Pools more than 2 feet deep must be fenced in
by Sarah Fay Campbell
Some small, above-ground pools will be required to be fenced now that the state of Georgia has adopted the 2012 version of the International Residential Code for One and Two Family Dwellings, and made the appendix regarding swimming pools and hot tubs mandatory.
The new swimming pool and hot tub regulation sets the definition of swimming pool as anything more than 24 inches deep.
Coweta County’s regulations previously defined pools as those 48 inches deep or more.
On Thursday, the Coweta County Board of Commissioners voted to rescind the county’s regulation because it was in conflict with the state-required regulations.
All pools meeting the definition must be fenced, with a fence of 48 inches tall. Under the International Code, lattice can be used for the fencing — which was not allowed under Coweta County’s regulations. Additionally, under the new regulations, the height of the sides of an above-ground pool can be included in the height. In other words, an above-ground pool that is 36 inches tall will only need an additional 12 inches of lattice or other fence material above the sides of the pool.
For hot tubs, there is the option to use a cover in lieu of a fence. The cover must be fastened to the hot tub so that it can’t be removed by children, and must be able to support the weight of a 50 pound child and a 225 pound adult.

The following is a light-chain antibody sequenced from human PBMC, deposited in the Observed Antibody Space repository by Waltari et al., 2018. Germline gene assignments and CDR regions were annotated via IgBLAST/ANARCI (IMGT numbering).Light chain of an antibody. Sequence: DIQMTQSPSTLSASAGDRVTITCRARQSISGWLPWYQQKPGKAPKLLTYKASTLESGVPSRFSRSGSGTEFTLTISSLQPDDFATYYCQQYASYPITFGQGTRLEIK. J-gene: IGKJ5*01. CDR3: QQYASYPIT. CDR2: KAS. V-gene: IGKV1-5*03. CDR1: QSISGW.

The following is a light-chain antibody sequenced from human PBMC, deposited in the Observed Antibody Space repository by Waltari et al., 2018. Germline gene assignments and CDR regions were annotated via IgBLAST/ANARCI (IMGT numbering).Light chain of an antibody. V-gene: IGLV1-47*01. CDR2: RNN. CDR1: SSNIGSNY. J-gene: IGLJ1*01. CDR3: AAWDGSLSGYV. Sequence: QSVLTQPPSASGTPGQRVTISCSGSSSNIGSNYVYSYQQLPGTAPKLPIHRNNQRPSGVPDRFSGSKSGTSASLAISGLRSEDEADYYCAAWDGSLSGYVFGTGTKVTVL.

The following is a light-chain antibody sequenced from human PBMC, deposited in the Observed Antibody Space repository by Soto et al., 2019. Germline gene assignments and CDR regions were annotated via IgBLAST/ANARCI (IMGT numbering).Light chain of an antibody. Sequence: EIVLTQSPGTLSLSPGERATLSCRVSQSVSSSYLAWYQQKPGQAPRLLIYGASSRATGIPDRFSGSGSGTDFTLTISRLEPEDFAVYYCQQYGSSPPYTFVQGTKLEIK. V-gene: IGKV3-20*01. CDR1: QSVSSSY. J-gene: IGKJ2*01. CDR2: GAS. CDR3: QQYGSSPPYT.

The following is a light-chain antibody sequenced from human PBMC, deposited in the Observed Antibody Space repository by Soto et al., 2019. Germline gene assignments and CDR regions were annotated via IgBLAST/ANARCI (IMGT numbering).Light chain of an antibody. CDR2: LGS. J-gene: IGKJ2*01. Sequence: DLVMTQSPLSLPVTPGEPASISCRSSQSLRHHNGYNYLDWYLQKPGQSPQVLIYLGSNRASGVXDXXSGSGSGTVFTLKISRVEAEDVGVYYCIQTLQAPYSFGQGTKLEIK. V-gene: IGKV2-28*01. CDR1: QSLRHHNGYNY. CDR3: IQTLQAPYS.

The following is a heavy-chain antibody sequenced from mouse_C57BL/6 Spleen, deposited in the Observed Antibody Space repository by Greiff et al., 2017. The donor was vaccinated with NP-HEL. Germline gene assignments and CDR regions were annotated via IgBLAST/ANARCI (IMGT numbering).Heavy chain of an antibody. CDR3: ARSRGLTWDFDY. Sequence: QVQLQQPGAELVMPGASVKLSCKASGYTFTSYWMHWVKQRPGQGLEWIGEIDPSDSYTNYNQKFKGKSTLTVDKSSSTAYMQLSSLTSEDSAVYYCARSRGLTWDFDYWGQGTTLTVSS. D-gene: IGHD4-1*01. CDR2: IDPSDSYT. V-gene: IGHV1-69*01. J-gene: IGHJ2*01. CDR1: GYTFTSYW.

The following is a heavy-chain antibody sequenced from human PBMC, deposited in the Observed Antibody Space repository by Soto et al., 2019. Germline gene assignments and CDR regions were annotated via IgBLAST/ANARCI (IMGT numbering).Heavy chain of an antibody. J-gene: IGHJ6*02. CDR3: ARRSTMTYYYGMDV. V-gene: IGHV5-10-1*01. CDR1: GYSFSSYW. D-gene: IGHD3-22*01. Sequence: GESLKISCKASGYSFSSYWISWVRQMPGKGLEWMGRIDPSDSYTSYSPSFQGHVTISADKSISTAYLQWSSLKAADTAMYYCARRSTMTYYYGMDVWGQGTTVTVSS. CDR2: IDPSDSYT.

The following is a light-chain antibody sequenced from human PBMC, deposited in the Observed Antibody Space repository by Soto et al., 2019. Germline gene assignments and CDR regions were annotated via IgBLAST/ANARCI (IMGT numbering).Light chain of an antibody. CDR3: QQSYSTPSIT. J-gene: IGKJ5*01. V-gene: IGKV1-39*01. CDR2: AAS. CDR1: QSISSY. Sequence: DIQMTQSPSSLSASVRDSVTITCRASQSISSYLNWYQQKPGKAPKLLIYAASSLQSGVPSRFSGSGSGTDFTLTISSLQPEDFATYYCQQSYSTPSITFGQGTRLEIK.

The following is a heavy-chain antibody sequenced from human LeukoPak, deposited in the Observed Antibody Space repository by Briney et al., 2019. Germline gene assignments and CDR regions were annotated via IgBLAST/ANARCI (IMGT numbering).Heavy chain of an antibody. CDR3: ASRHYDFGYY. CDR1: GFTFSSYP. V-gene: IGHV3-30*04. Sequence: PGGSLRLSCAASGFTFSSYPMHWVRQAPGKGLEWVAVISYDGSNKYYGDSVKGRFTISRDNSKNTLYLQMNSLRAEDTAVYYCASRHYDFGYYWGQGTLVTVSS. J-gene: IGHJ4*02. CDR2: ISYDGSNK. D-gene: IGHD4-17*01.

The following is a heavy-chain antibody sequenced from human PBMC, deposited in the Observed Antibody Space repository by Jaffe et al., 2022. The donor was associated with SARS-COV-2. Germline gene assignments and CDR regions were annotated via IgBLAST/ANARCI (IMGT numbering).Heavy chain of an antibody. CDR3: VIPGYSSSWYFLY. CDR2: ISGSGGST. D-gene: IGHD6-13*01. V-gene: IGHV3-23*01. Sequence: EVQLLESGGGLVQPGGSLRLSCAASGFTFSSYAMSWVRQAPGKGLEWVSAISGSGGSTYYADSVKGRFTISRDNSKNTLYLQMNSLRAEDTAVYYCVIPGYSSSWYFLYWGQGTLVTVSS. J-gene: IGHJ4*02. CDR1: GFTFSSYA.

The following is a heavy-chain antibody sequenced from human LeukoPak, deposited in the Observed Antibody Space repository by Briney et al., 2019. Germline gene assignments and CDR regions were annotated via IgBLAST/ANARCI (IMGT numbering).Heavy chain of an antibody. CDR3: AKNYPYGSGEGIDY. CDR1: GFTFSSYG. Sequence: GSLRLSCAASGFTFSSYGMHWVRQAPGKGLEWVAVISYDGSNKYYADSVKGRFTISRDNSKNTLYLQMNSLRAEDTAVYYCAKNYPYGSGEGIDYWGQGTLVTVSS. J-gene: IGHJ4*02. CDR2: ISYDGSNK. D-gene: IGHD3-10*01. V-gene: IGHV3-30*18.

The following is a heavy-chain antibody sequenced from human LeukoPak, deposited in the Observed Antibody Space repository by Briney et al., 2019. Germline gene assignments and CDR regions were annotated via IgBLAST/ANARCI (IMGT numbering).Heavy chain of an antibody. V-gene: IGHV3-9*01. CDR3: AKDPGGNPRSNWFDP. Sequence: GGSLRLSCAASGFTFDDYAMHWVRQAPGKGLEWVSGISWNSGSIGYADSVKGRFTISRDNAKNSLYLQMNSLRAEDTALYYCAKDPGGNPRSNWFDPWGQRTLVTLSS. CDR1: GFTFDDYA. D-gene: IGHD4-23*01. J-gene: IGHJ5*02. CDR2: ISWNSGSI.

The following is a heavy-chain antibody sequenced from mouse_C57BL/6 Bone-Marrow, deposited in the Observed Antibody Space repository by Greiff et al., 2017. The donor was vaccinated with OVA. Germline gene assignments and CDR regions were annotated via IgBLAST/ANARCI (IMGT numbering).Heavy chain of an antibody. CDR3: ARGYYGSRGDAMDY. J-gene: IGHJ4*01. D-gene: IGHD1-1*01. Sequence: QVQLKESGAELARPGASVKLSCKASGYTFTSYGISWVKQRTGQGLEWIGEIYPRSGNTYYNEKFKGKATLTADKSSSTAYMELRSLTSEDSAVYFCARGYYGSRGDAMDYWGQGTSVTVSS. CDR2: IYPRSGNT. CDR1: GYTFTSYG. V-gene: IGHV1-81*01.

The cover must also be prominently labeled with a warning and message about the danger of drowning. The code is specific in that materials used for fences cannot be “climbable,” and discusses minimum spacing between the parts of the fence.
The code also requires that ladders to above-ground pools must be removed when the pools aren’t in use, or made inaccessible.
The new regulations will only apply to pools installed after Jan. 1, 2014.
Existing pools will be “grandfathered in” under the old regulations. However, in the case of temporary above-ground pools — that may be taken down in the winter and put back up in the summer — the new fencing requirements would likely apply, according to Coweta County Administrator Michael Fouts.
As with most county ordinances, enforcement will be based on complaints.
There was some discussion Thursday about the allowance for lattice fencing.
Commissioner Al Smith said that, to him, lattice doesn’t seem to be substantial enough “to be considered a viable fence for a swimming pool.”
Commissioner Rodney Brooks said he is concerned that some children could climb chain-link fences.
Though the county must adopt the minimum standards, it is possible to put in place tighter restrictions. Chairman Bob Blackburn directed county staff to look into possibly adding in additional restrictions.